I honestly love that story. I love the fact that a minister from Scotland, albeit a Presbyterian, was there and played an important role and signed the declaration—actually committing an act of treason against the crown. I love the references to the Creator, to the will and providence of God, and the invocation of the idea of freedom as the heart of the whole enterprise. They voted for a final time on July 4 and lined up and signed it and sent it out for the world to see and hear.  Adams hoped it would be celebrated with "shows, games, sports, guns, bells, bonfires and illuminations," and that’s a pretty good description of what will happen in Columbia and Richmond Counties, and the rest of the nation, for that matter, this coming Thursday. And Mr. Adams also hoped that it would be commemorated in solemn acts of devotion to Almighty God, which is what we are doing here this morning. 

It is an occasion for people of faith to reflect on the meaning of freedom, the particular and important meaning that word has for Christians. Paul, writing to the Christian churches in Galatia (modern Turkey), said, "For freedom, Christ has set us free.” They were Gentile churches and they were deeply divided by a disagreement over how to be followers of Jesus Christ, focusing on the question of freedom. Did they have to obey the Law of Moses? Or were they free from the law as Paul, their teacher, had said?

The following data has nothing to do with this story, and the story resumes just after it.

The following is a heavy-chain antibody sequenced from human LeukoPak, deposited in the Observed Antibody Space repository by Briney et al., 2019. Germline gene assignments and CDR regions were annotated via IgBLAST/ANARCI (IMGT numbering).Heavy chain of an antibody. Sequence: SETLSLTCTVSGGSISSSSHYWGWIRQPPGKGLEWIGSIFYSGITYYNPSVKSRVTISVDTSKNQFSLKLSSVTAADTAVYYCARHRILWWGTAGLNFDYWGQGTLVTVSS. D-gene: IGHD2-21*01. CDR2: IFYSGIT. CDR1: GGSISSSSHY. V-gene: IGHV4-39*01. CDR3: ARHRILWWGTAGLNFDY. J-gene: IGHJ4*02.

Jesus was a Jew. The disciples were Jews. The early church was Jewish. The first Christians met in synagogues and never thought they would be anything but Jewish.
Jesus had said that he came to fulfill the law—the Law of Moses, the foundation of their life as a people, a nation.  The law—613 rules based essentially on the Ten